Artists and musicians are part of a centuries-old system of mentorship. Professional trade the names of their teacher like Olympic medals or badges of approval. “Well, I got to take a master class with so-no-so before he died.”  “Ooooh! Really? Wow!” *eyes open* Even musicians trained outside the traditional system proudly acknowledge sessions spent doodling or jamming informally with the musicians they most admire. “I learned those sweeps from Paul! He was chillin at my buddy’s house before a show so we hung out….”

For most disciplines, a “good education” must be mediated through someone else’s guidance and experience.  Wise students attend colleges where a well-trained faculty invest themselves in training students well and directing their entrance into the discipline. So it is with life.

If I went to college thinking I would get answers to my deep questions, I was disappointed…. I didn’t.  I only got more questions. Ditto with master’s degree #1.  Masters #2 *did* provide a wealth of foundational material for my thinking, but I think that had as much to do with my being older the second time around as it did with any particular course content.  Education is never about the content….

Let’s be honest:  Life is tough. We all need each other — isolation is deadly — but we need these people ahead of us on the journey even more. We need these storehouses of experience to open themselves up for us to rummage around and find what we need as we need it. And it’s not just the “big questions” of life that fall under Paul’s injunction that”the older teach the younger” — think of what humanity would lose if Southern women stopped teaching their daughters how to make fluffy biscuits and sweet tea! 

Several of my former students and friends just moved thousands of pounds of STUFF into their dorm rooms at college. An overwhelming number of them now live on entire halls or buildings crammed with hundreds of freshmen controlled by a scattering of RA’s (who are nearly as inexperienced at life and the universe and everything).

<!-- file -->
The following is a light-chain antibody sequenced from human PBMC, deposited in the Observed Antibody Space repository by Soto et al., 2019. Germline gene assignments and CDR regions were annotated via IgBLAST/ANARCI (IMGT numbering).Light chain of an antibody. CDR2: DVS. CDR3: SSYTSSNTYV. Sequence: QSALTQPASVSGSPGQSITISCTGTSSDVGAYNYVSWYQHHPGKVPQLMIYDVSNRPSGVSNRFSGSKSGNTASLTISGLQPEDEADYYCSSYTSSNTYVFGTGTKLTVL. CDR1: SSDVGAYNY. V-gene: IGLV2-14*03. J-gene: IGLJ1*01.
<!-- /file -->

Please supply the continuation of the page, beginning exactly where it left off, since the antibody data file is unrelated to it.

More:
Doesn’t the very concept of “the freshman dorm” cut the legs out from under God’s vital process of life-mentoring? 

Sure, college classes provide plenty of intellectual discipleship into a professor’s underlying worldview … but dumping all the newbies into one building to muck along on their own as best they can (aside from the “freshman life seminars”) suggests we don’t really care much about our freshmen …. or deem them capable of much more their first year besides public drunkenness and a need to be sequestered from the quieter, calmer, older student population who find freshmen too irritating to keep close by.

I critique BJU a lot, but I deeply appreciate now the way they nestled the freshmen into already-existing communities of older students. Every room contained a jr/sr, a sophomore, and a freshman (usually). Having those older, wiser people around me in abundance made a whale’s difference in my freshman year — though I recognize that only now. The University purposefully created ‘spaces’ in the student organizations where freshmen became woven into the fabric of university life instead of being left to clump together in one lump of inexperience. Looking back, I can’t remember the names of all the upperclassmen girls who reached out to me in my first months at college, but I can’t tell you how much their stability and wisdom protected me from a lot of stupidity and mistakes. (And loneliness.)

Unintentionally, NCS ended up following a similar pathway as we designed the high school.  I noticed my first year there that the 8th graders become so much more mature by hanging out with high school kids all the time. We have seen the older kids take an intentional role in raising up younger students who know how to act right; who treat their classmates with patience; who treat a lady with respect; who learn what to do at a formal dance. We’d drive those relationships all the way down into the elementary school if we could.  It’s so good.

Almost by definition, young adults lack the experience they need to actually “make it” in adult life. Dropping all the young’uns into a single building where they can be managed, controlled, and kept away from the mainstream population robs them of so much that ought to be part of a college kid’s dorm experience!  You don’t learn wisdom and life skills from classroom lectures; it comes as someone older than you teaches wisdom “when you’re lying down, and when you rise up; in your goings-out and comings-in; as you walk along and when you eat” (so says Deuteronomy 6, more or less).

Isolation from older, wiser adults is a systemic flaw in the American college system.